Georgia needs ambition

The era of small-ball government is over.

That is a lesson from this year’s election that Republicans and Democrats alike ought to take to heart. Doing so would end an era born from the 2002 election, from which they learned a very different lesson.

Whatever else one might say about Roy Barnes’ one term as governor, it was active: curbing teacher tenure and ending social promotion; creating the Georgia Regional Transportation Authority and building the Northern Arc; cracking down on so-called predatory lenders; and, of course, changing the state flag.

Not all of those efforts succeeded but, agree or disagree with them, they were part of an ambitious agenda.

Barnes’ tenure followed eight years under Zell Miller, another ambitious governor. Miller created the lottery and the HOPE scholarship, signed tougher sentencing guidelines for repeat offenders, led the state through Atlanta’s pre-Olympic build-up and tried, unsuccessfully, to change the flag.

He also was nearly voted out of office in 1994. Eight years later, Barnes lost his own re-election bid.

Since then, both Republicans and Democrats in Georgia have acted as if they held a common belief: Ambition gets you beat.

There was a lot of pent-up ambition among GOP supporters soon after Sonny Perdue unseated Barnes. For a time, progress was made: tort reform, a charter schools commission, school vouchers for special-needs students, a streamlining of state agencies.

But momentum soon slowed. Twelve years later, much of that ambition remains unrealized.

The tax code remains antiquated and geared toward special-interest breaks. School choice has spread slowly and unevenly. Meaningful reform for public schools has ground to a halt. Significant transportation projects are teed up with agonizing infrequency. I could go on.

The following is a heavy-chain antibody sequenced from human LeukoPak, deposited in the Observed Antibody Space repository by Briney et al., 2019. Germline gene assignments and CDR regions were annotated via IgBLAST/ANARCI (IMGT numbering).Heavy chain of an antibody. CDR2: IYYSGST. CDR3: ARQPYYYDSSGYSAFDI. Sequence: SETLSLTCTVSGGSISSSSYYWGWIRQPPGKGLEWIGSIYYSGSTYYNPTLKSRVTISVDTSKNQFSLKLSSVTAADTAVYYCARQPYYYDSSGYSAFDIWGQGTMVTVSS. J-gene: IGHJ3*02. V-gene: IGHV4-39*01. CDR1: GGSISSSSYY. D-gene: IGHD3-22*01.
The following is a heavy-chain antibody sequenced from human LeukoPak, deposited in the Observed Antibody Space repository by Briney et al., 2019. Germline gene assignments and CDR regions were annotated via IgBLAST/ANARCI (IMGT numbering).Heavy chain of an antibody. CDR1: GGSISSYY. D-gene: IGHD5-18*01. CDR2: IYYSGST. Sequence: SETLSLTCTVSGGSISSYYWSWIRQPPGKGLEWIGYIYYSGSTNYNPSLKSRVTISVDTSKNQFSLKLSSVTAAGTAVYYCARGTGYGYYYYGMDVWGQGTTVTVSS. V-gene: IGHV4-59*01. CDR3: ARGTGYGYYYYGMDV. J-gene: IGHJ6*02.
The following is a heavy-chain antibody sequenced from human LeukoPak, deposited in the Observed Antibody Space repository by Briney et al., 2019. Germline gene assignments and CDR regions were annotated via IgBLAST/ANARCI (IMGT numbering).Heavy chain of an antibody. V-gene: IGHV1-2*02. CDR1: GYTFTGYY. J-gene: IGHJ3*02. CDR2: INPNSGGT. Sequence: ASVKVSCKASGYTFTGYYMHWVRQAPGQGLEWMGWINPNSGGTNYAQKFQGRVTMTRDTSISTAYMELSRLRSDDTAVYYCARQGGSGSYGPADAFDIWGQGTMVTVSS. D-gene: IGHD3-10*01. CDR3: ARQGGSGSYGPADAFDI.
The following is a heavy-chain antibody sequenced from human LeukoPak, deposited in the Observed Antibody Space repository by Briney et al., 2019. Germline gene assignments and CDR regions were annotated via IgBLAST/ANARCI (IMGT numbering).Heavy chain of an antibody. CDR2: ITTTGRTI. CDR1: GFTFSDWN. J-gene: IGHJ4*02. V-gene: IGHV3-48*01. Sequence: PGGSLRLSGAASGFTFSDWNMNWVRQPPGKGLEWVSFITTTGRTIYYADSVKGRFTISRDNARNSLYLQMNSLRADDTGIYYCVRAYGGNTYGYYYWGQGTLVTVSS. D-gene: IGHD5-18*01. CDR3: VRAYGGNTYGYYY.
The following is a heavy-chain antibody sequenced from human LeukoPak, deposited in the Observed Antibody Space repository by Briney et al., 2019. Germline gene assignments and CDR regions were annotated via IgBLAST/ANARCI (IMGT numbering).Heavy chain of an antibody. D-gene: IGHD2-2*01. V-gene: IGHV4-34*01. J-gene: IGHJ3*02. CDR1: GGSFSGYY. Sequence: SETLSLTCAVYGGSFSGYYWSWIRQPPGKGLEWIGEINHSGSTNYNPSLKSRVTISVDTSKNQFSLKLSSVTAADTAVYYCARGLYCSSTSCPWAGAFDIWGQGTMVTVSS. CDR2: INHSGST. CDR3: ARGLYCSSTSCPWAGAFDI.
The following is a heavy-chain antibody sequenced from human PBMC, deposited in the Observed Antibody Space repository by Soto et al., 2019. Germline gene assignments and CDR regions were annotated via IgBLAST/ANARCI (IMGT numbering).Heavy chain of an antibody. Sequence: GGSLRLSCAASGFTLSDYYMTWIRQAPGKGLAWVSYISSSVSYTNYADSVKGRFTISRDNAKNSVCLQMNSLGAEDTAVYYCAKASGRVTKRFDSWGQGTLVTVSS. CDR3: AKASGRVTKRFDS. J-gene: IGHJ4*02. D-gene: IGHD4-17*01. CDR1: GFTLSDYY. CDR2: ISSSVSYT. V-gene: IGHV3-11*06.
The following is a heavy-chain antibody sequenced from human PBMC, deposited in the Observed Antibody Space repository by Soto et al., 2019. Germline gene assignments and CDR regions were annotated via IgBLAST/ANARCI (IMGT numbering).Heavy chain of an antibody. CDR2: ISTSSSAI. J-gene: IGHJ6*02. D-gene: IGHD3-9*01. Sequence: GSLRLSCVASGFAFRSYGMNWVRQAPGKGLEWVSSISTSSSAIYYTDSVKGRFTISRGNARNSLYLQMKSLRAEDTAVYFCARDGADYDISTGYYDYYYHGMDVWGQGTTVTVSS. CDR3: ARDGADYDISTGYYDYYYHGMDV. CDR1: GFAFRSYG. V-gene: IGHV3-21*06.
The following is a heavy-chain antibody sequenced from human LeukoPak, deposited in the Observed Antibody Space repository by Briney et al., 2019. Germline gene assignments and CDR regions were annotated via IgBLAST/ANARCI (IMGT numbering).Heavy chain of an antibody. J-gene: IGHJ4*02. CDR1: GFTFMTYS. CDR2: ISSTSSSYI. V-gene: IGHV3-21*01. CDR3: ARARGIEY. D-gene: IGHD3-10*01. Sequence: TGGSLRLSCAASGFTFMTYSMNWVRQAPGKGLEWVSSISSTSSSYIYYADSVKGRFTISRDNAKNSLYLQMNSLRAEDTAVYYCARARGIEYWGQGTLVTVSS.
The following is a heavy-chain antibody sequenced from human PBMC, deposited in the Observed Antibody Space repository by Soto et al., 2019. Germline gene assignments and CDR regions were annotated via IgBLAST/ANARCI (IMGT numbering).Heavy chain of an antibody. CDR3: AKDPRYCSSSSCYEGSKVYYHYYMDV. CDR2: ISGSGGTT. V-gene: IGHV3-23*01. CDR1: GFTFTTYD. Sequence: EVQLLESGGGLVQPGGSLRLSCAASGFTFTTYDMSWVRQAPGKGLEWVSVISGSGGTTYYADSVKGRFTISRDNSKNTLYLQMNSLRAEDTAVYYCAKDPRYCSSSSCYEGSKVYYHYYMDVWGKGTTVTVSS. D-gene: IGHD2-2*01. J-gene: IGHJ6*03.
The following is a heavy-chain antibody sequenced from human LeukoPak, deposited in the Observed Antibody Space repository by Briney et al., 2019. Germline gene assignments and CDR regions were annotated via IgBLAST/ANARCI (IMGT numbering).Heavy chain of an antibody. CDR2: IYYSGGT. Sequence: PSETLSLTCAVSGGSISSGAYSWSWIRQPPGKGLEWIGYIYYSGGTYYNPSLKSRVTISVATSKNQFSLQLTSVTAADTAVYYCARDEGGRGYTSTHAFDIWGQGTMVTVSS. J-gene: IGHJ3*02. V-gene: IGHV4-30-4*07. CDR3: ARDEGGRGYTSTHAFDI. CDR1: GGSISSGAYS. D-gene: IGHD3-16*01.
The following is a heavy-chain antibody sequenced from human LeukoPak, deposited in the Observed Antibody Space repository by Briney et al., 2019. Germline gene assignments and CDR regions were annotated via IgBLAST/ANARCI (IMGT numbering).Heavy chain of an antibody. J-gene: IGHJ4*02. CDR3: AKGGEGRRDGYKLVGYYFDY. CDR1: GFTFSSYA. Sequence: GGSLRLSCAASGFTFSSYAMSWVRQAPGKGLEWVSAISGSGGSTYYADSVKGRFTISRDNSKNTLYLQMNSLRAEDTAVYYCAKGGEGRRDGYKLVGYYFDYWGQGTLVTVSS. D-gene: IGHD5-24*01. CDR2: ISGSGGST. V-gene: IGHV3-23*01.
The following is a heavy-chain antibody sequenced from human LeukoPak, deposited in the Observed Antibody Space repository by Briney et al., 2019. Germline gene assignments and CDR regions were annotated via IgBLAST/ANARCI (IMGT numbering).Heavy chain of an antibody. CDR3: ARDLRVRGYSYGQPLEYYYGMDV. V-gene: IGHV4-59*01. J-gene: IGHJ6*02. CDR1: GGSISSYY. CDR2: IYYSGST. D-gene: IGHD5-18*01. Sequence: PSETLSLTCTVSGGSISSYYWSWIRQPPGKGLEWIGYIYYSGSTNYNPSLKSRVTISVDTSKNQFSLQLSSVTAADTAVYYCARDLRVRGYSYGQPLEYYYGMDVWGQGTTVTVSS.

Yes, the state was still rebounding from one recession in 2003 and was walloped by another in 2008. But there was a time in between that was ripe for bigger changes — and there’s time now to pursue what so far has been put off.

Bigger changes need not result in bigger government. Closing tax loopholes and lowering marginal rates wouldn’t grow government. Giving more families alternatives to the public-school monopoly wouldn’t grow government. Spending existing gas-tax revenues on transportation wouldn’t grow government.

Ambition shouldn’t be a dirty word.

This year’s election wasn’t as close as many of us thought it would be, but there are reasons to believe Republicans aren’t quite as strong as their final margins made them out to be.

The growth in the electorate was in metro Atlanta, and it tilted heavily toward Democrats. Thousands of voters stayed home in the rest of the state, and only slightly more of the no-shows voted Democrat than Republican in 2010. Some suburbs — Douglas, Henry and Newton counties — flipped to the Democrats. Gwinnett inched a few points closer to doing so.

Imagine if Democrats had run on a real platform, instead of a gimmick and a barrage of negative ads.

Two ideas Gov. Nathan Deal promoted during the campaign, an overhaul of the state’s outdated school-funding formula and state intervention in low-performing school districts, have the potential to move the needle on education.

But Georgia’s future success requires some equally ambitious thinking about other pressing issues. So does the Georgia GOP’s.